Whirpool Gas Stove Self-Cleaning Instructions

At one time, only high-end models of gas and electric ranges had a self-cleaning oven.
Many of today’s ranges offer the self-cleaning oven as a standard feature; the Whirlpool gas stove is no exception. By following simple self-cleaning instructions, you will have a clean oven whether you use it daily to make casseroles or once a month to bake a cake. Even the toughest spills then take only minutes to wipe away, once the cleaning cycle is complete.

Step 1

Check the door seal. It must be in good condition before you can efficiently operate the self-cleaning cycle. Do not bend or move the seal.

Step 2

Remove everything from inside the Whirlpool gas stove. This includes the oven racks and the broiler pans. You may clean them by hand, while the oven cleans itself. Because the oven gets extremely hot, remove everything from the range’s storage drawer. Take everything off the top of the range, as well.

Step 3

Wipe out any large particles of food from the floor of the oven. Clean the door edge with a soft sponge. This area of the oven doesn’t get hot enough for the self-cleaning cycle to clean it.

Step 4

Close the door. If the model has a manual lock, slide it into position. Set the oven to “Self-Clean.” Set the amount of time for cleaning by raising or lowering the time from the default three hours: A lightly soiled oven may only take two hours to clean; a heavily soiled oven may need four hours to clean properly.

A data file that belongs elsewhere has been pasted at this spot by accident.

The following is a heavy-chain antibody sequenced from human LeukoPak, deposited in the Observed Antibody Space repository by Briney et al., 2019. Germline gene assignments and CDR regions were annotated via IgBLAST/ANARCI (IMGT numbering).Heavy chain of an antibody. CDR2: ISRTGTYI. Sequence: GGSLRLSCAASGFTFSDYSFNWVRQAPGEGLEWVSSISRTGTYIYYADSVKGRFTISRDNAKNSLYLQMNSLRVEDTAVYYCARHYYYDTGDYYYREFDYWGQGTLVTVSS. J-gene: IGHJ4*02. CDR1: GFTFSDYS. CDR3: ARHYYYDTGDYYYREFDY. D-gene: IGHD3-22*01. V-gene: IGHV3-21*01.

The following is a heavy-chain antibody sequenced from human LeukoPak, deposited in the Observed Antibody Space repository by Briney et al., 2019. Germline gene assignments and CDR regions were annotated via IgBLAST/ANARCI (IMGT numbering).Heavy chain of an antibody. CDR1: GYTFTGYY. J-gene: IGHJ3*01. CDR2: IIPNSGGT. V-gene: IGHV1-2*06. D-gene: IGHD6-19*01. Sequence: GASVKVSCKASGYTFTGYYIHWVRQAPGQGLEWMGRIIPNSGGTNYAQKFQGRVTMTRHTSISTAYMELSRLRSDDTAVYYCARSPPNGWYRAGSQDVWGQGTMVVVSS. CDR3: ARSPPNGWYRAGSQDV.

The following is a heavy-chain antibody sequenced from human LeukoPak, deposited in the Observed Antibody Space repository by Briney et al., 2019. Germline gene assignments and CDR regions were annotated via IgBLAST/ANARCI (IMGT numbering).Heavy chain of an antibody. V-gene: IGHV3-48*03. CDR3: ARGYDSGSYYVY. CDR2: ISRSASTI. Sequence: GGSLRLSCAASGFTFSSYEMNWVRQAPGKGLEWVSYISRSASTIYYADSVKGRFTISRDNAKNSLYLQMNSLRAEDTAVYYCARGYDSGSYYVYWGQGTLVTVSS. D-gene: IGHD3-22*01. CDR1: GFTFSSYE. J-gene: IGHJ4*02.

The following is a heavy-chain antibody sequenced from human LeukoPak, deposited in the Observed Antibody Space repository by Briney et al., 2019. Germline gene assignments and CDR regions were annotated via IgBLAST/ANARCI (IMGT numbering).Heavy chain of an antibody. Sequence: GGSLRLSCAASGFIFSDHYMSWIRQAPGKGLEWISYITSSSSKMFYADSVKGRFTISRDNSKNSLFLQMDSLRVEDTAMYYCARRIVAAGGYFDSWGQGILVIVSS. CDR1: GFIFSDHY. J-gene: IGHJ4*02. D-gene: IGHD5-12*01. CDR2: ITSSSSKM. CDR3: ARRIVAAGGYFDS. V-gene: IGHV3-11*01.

Step 5

Allow the oven plenty of time to cool before opening the door. Use a damp sponge to wipe up the ash that remains from the food cleaned during the cleaning cycle.

Step 6

Return the racks and broiler pans to the oven.

Things You Will Need

  • Sponge

Tips

  • Don’t wait to clean the oven. It’s easier to remove residue if there is less mess to clean.
  • Clean the oven on days that you can open a window to help reduce heat, smells and smoke.
  • The Whirlpool oven’s temperature must be below 400 degrees Fahrenheit before you can set the self-cleaning cycle.

About the Author

Denise Brown is an education professional who wanted to try something different. Two years and more than 500 articles later, she's enjoying her freelance writing experience for online resources such as Work.com and other online information sites. Brown holds a master's degree in history education from Truman State University.